A mPCR assay was used to identify thermophilic Campylobacter species (C. jejuni, C. coli, and C. lari) as described by El-Adawy et al. [26]. Briefly, the PCR was performed in a 50-μl reaction mixture containing 5.0 μl of 10 × Taq reaction buffer complete (Jena Bioscience GmbH, Jena, Germany), 2.0 μl of dNTP mix (2 mM each; Carl Roth GmbH), 2.0 μl of each primer (Jena Bioscience GmbH), and 0.2 μl of Taq Pol thermostable DNA polymerase (Jena Bioscience GmbH). Amplification reactions were carried out in a TRIO Thermoblock cycler (Biometra, Göttingen, Germany) using the following programme: one cycle of 1 min at 96 °C was followed by 35 cycles each consisting of 60 s at 95 °C of denaturation, 90 s at 59 °C of annealing, and 60 s at 72 °C of elongation. The PCR was terminated after a final extension step of 5 min. at 72 °C. Amplification generated 857, 589, 522, and 462 base pair DNA fragments specific for the genus Campylobacter and the species C. jejuni, C. lari, and C. coli, respectively. For analysis, 20 μl of PCR products were subjected to electrophoresis in a 1.5 % agarose gel for 1 h, stained with ethidium bromide (0.5 μg/ml), and visualized under UV light. Results were documented using BioImage system GeneGenius (Syngene, Synoptics Ltd., Cambridge, UK). Reference strains C. jejuni DSM 4688, C. coli DSM 4689, and C. lari DSM 11375 (Deutsche Sammlung von Mikroorganismen und Zellkulturen GmbH, Braunschweig, Germany) were used as positive controls.

Antimicrobial susceptibility testing and determination of MICs

The antimicrobial susceptibility of C. jejuni and C. coli isolates was tested against seven antibiotic agents (chloramphenicol, erythromycin, ciprofloxacin, nalidixic acid, gentamicin, streptomycin, and tetracycline) using the Sensititre™ Campylobacter plates—EUCAMP (Trek Diagnostic Systems Ltd., East Grinstead, UK). The MIC values were detected using different concentration ranges as previously described [23]. Briefly, Campylobacter isolates grown on Mueller–Hinton agar (Oxoid GmbH) supplemented with 10 % bovine blood under microaerophilic conditions were suspended in NaCl solution (0.9 %) to obtain a turbidity corresponding to a McFarland standard of 0.5 (Dr. Lange, CADAS photometer 30, Berlin, Germany). One-hundred and fifty milliliters of the above suspension were diluted with 10 ml Mueller–Hinton broth (Oxoid GmbH) resulting in a concentration of approximately 106–107 colony forming units (cfu)/ml. One hundred milliliters of the inoculum was filled in each well of the plate; the plates were sealed and incubated at 37 °C for 24 h under microaerophilic conditions. Results were read either visually or photometrically (Tecan Deutschland GmbH, Crailsheim, Germany) using the computer program easyWIN fitting (version V6.1, 2000). C. jejuni DSM 4688 and C. coli DSM 4689 (Deutsche Sammlung von Mikroorganismen und Zellkulturen GmbH) were included in each batch of broth microdilution assay for quality control. The lowest concentration of antibiotics that prevents visible growth of the microorganism is defined as the MIC.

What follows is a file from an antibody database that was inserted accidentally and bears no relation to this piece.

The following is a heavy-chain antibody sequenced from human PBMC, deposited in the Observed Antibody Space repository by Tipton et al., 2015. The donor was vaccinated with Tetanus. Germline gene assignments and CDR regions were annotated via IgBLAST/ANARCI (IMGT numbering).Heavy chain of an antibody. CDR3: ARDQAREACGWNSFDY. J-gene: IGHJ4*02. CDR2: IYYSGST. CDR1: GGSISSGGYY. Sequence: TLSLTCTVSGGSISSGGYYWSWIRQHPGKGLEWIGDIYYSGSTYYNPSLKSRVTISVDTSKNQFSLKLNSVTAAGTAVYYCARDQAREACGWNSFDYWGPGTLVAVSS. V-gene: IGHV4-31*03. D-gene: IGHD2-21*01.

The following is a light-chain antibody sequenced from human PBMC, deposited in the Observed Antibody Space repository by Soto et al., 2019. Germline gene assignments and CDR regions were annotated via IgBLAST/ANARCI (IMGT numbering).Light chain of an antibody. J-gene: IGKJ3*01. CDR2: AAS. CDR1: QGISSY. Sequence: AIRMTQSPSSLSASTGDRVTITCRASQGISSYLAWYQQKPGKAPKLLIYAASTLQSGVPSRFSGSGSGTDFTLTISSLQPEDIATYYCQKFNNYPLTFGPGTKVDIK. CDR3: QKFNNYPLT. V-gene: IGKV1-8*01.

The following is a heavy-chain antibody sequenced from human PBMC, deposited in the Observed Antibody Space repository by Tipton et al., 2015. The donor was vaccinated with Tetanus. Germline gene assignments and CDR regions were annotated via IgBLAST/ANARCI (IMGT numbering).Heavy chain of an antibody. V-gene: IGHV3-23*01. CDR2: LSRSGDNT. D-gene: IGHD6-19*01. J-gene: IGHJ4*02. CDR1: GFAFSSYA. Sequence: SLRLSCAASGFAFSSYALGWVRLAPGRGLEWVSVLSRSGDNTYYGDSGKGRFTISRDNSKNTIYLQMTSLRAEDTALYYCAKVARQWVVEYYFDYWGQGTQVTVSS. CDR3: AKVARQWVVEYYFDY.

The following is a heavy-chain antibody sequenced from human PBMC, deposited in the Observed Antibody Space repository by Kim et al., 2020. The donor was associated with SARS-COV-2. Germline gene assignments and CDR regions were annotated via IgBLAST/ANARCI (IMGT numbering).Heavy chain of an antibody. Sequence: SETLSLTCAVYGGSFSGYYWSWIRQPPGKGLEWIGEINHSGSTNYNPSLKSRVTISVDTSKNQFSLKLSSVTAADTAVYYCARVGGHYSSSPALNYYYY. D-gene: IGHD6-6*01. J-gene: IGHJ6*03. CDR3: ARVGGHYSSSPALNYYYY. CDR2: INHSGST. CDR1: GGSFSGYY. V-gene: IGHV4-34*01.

Molecular biological detection of antibiotic resistance determinants